BEYOND Cancer aims to understand the impact of the cancer diagnosis and treatments on the long-term physical and mental health of the growing numbers of cancer survivors in the population.
BEYOND Cancer is a five-year project that began in 2015 focusing on the long-term physical and mental health of the growing number of cancer survivors in the UK.
There are over 2 million cancer survivors living in the UK and tens of millions worldwide, and with continuing improvements in cancer survival these numbers are likely to increase.
A cancer diagnosis is a distressing event and may affect patients’ lives in many ways. In addition to the risk of recurrent or second cancers, the long-term non-cancer health of these individuals is of increasing concern. Certain cancer therapies have known toxic side effects in the heart, and a number of newer cancer treatments have been linked to an increased risk of adverse cardiovascular effects. Cancer treatment typically involves various combinations of chemotherapy drugs, radiotherapy, and surgery, and how individual treatment-specific cardiotoxicities translate into cardiovascular risk in the population of cancer survivors is unclear. In addition, we currently know little about how a cancer diagnosis might affect the long-term quality of life and mental health of survivors in the UK.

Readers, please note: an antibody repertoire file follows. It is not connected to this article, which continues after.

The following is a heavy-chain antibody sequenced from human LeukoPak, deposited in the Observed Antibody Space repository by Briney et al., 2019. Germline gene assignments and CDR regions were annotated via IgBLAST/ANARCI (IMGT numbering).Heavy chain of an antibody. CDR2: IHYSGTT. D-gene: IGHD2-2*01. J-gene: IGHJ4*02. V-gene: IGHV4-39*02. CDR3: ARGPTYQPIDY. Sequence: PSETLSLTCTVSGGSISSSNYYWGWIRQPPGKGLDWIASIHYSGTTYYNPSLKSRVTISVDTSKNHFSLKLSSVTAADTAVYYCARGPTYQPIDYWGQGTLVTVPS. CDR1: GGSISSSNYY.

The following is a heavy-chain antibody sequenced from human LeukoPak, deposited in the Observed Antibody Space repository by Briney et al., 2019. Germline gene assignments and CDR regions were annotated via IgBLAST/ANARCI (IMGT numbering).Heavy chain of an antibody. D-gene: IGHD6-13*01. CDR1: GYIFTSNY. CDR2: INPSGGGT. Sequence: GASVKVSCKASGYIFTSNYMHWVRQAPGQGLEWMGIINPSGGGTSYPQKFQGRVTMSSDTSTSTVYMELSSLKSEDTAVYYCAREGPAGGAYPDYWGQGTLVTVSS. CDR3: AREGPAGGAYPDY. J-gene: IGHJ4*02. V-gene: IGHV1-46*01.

Our two main areas of research are:
- how cancer treatment related cardiotoxicities translate into cardiovascular risk in the population of cancer survivors
- how the diagnosis and treatment of breast cancer affect the long term mental health and quality of life of survivors
There may be significant opportunities to prevent morbidity and mortality among cancer survivors by improving the identification of those at high risk, and the implementation of risk reduction strategies.
We aim to generate evidence that can be used to underpin such strategies.
Our two main areas of research are:
- How cancer treatment related cardiotoxicities translate into cardiovascular risk in the population of cancer survivors
This project is funded by a Wellcome/Royal Society Sir Henry Dale Fellowship, and uses data routinely collected in anonymised electronic health records to study cardiovascular disease risk among survivors of cancer in the UK.
It has three aims:
To estimate the risks of key cardiovascular diseases in survivors of certain cancers, and to investigate determinants of increased risk.